We need your help now

Support from readers like you keeps The Journal open.

You are visiting us because we have something you value. Independent, unbiased news that tells the truth. Advertising revenue goes some way to support our mission, but this year it has not been enough.

If you've seen value in our reporting, please contribute what you can, so we can continue to produce accurate and meaningful journalism. For everyone who needs it.

Protesters chant "Hands up, don't shoot" at police shortly after the shooting of Michael Brown. Jeff Roberson

White cop who shot black teen says he now only goes out "with like-minded individuals"

Darren Wilson was cleared by the US federal government.

THE WHITE FORMER Ferguson, Missouri police officer who shot dead an 18-year-old unarmed black teenager has given his first published comments since the controversial shooting that reignited a discussion about race in America.

Twenty-nine-year-old Darren Wilson spoke with New Yorker magazine from Saint Louis, Missouri, where he is laying low after the uproar triggered by his shooting of Michael Brown in August last.

Wilson was cleared of wrongdoing by a grand jury and the federal government, but the shooting, the circumstances of which are disputed, touched a nerve in American society and ignited sometimes violent protests and heavy-handed policing in response.

In the lengthy article published Monday Wilson expressed little emotion over the killing of Brown.

Do I think about who he was as a person? Not really, because it doesn’t matter at this point. Do I think he had the best upbringing? No. Not at all.

The article chronicled Wilson’s own sometimes difficult upbringing, his training as an officer and his work in a local Missouri police force that the US Justice Department has criticised for targeting the community’s African-American majority.

Darren Wilson Darren Wilson showed his injuries in the Grand Jury report on the shooting of Michael Brown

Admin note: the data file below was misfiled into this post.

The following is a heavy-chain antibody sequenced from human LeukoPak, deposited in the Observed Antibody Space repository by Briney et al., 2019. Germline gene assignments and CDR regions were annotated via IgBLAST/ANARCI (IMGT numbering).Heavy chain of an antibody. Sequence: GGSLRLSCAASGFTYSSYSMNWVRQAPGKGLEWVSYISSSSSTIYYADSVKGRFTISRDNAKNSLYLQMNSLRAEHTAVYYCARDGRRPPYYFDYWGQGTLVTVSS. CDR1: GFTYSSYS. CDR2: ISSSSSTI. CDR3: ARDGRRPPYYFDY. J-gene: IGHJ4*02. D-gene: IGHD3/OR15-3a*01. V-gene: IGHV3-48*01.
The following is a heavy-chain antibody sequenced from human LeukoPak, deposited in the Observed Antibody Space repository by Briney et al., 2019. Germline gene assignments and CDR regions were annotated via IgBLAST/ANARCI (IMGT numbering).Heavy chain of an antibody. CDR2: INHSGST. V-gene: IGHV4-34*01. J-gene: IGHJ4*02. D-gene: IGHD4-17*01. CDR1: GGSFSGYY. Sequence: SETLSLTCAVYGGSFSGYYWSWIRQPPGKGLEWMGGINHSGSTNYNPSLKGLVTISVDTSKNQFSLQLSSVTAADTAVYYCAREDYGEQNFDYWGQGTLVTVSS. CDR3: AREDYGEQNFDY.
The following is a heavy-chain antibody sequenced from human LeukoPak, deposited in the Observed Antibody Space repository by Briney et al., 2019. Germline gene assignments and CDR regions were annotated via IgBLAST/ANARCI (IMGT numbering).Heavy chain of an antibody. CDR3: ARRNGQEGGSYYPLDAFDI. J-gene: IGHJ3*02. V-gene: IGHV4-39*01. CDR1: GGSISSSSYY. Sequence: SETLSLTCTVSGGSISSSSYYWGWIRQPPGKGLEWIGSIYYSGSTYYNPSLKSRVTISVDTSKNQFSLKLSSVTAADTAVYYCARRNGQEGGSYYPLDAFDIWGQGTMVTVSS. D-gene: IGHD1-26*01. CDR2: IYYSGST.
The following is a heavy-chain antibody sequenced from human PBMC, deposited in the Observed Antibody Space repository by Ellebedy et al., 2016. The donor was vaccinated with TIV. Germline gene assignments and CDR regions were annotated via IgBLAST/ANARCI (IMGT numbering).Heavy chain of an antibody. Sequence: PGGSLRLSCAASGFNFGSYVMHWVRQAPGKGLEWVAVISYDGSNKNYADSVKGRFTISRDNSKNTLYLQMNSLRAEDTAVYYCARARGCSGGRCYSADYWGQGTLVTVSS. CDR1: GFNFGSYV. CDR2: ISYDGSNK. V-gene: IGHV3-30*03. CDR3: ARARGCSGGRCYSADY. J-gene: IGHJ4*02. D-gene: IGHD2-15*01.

But Wilson maintains that race has had little to do with his work.

“I am really simple in the way that I look at life,” Wilson said. “What happened to my great-grandfather is not happening to me. I can’t base my actions off what happened to him.”

“Everyone is so quick to jump on race. It’s not a race issue,” he told the magazine, adding that the real issue under discussion was police power.

The reporter noted that Wilson at times seemed to use “racial code language.”

“They’re so wrapped up in a different culture than — what I’m trying to say is, the right culture, the better one to pick from,” Wilson said about policing a black community.

He said that he still eats out, but only at certain restaurants.

We try to go somewhere—how do I say this correctly?—with like-minded individuals.

“You know. Where it’s not a mixing pot.”

A string of police killings of black suspects since the shooting in Ferguson has caused an outpouring of anger at perceived police racism and prompted calls for change.

Read: Irish playwright embroiled in controversy over play about death of black teen

Read: The police officer who shot Michael Brown has resigned

Your Voice
Readers Comments
    Submit a report
    Please help us understand how this comment violates our community guidelines.
    Thank you for the feedback
    Your feedback has been sent to our team for review.